Each year about 5,000 young people age out of California’s foster care system. Many of these young people emancipate to a life with no supports, a life in which during the first year of “freedom”, one in three will be arrested, one in five will experience homelessness and over half will end up on some form of public assistance. Only one percent will ever graduate from college. It does not have to be this way.
California has an unprecedented opportunity to access federal funding to support the state’s most vulnerable children and youth – those exiting the foster care system. That opportunity sits on the Governor’s desk. It is the California Fostering Connections to Success Act (AB 12).
In 2008, President Bush signed the Fostering Connections to Success and Increasing Adoptions Act into law that allows states to draw down federal matching funds to support relative caregivers and continue certain services for foster youth until the age of 21. But the states must pass their own legislation in order to take advantage of these federal funds.
AB 12 was introduced in the state legislature to do just that. It would allow California to utilize federal funds to meet costs currently borne by the state and counties and to realize proven savings from declines in unemployment, homelessness, teen pregnancy, public assistance and the other costly outcomes for young adults who age out of foster care at 18.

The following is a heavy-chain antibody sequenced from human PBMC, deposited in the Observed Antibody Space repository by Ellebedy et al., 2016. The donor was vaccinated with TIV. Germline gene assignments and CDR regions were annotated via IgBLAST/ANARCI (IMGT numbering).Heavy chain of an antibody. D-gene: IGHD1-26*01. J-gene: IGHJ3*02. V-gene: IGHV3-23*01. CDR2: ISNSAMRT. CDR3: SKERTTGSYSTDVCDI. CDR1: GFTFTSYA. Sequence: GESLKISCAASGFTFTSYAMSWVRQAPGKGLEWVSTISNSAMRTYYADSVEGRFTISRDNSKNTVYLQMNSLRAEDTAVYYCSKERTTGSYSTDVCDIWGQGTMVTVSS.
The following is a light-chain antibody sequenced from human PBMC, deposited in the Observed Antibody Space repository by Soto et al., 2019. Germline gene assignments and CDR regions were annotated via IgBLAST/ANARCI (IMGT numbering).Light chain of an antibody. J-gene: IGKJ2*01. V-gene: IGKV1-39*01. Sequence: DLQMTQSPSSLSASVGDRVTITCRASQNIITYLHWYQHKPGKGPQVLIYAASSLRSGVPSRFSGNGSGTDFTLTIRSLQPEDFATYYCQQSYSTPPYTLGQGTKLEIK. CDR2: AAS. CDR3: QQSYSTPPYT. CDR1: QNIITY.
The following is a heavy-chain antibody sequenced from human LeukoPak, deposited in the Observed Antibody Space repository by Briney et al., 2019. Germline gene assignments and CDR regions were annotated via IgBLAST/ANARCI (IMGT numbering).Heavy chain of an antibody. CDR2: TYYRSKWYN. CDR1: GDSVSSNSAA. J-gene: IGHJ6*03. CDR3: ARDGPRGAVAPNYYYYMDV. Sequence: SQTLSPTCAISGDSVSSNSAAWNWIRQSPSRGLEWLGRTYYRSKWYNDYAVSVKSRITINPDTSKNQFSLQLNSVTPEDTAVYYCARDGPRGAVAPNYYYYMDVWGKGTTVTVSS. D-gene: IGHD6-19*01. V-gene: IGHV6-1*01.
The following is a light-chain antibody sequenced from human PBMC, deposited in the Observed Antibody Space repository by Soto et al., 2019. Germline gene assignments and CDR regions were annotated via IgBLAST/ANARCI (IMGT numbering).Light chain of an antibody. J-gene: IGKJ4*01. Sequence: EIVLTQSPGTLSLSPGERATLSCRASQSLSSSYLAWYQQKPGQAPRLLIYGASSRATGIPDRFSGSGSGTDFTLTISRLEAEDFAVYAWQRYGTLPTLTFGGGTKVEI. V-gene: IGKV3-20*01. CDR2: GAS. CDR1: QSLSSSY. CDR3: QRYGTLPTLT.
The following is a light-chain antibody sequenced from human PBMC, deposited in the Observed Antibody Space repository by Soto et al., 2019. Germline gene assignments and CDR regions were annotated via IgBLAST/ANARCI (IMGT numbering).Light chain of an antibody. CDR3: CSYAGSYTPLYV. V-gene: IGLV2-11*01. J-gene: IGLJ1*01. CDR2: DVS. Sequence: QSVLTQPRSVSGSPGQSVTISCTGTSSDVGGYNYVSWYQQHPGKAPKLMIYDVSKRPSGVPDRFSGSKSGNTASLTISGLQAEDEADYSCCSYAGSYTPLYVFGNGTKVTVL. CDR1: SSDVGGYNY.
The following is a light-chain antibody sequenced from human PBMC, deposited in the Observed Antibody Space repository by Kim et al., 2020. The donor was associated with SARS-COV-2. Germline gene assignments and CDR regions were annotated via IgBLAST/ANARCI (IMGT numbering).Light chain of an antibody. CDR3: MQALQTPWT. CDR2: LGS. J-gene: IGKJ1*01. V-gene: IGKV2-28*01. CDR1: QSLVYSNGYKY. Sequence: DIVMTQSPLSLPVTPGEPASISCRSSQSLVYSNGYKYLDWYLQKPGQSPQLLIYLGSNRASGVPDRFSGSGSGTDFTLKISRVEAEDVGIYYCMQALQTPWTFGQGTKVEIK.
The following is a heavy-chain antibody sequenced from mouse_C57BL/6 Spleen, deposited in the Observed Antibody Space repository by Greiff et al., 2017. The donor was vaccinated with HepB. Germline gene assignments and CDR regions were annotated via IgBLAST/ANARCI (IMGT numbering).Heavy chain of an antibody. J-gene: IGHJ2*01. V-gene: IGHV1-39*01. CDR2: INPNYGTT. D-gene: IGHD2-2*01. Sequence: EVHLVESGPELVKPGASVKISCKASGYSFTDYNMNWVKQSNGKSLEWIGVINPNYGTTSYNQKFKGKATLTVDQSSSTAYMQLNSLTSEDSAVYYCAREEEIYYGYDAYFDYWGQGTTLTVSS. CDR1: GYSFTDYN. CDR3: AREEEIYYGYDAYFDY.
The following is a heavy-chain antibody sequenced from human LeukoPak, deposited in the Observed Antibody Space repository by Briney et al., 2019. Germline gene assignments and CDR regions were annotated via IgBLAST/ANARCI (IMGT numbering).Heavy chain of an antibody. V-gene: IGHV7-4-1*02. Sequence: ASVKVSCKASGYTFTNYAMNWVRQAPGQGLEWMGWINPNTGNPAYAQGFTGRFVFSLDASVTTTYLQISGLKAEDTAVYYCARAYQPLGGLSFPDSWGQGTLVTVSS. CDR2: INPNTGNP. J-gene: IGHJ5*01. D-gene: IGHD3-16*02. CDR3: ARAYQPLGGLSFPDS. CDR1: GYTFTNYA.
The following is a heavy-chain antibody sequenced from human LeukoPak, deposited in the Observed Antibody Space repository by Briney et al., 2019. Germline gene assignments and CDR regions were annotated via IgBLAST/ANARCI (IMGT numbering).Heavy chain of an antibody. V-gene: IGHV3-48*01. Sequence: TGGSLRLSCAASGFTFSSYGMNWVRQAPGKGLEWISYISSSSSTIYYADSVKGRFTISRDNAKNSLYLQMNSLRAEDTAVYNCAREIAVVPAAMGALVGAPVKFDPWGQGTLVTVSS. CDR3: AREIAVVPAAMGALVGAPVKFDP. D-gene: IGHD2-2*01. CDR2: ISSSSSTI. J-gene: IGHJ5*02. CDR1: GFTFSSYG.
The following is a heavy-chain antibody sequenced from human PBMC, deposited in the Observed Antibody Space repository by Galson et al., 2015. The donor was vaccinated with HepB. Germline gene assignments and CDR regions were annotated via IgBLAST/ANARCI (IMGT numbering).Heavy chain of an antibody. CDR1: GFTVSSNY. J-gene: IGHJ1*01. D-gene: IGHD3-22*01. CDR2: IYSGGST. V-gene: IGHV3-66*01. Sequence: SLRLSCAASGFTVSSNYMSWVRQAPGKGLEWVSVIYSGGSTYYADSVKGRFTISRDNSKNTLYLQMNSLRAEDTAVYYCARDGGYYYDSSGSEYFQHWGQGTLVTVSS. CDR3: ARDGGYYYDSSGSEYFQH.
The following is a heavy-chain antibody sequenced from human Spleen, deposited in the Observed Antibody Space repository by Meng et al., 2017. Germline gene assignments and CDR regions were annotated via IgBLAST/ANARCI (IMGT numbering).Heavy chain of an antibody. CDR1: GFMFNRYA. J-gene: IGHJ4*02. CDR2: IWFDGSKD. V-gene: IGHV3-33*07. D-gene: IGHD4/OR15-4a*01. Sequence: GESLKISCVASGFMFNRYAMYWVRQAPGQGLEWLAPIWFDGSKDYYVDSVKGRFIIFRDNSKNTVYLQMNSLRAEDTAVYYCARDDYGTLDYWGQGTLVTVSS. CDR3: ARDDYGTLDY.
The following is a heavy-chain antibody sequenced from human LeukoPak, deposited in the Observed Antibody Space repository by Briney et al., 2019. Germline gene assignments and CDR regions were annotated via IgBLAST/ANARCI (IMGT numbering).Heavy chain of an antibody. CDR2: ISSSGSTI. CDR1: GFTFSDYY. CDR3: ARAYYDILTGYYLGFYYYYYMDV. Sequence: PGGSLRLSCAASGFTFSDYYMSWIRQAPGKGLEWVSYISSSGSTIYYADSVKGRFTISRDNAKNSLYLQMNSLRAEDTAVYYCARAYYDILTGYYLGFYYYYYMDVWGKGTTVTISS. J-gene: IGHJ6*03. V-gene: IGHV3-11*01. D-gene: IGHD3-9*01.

Silicon Valley Community Foundation cares deeply about this issue and has worked with community partners in San Mateo County for the past five years on Fostering the Future, an ambitious initiative designed to help young people leaving the foster care system become productive adults. Over the years we have learned a great deal about the obstacles they must overcome, often totally alone, when they age out of the system at age 18. Research demonstrates that youth who remain in care beyond age 18 achieve markedly better later life outcomes than those who do not.
In this climate of paralyzing partisan deadlock, AB 12 enjoys the support and sponsorship of both legislative Democrats and Republicans. In 2009, the nonpartisan Child Welfare Council, co-chaired by Supreme Court Justice Carlos Moreno and California Health and Human Services Secretary Kim Belshé, unanimously recommended expanding support for youth in foster care to age 21, the very purpose of AB 12.
Furthermore advocates and politicians in California have worked diligently and successfully to find a cost-neutral way for the state to provide this extended support.
The fate of this legislation is now in the Governor’s hands. The choice is clear. If we want our most vulnerable youth to become educated, productive and law-abiding adults who are capable of entering the economic mainstream rather than disadvantaged adults who have to rely on public resources, then we need to ensure that AB 12 becomes a law.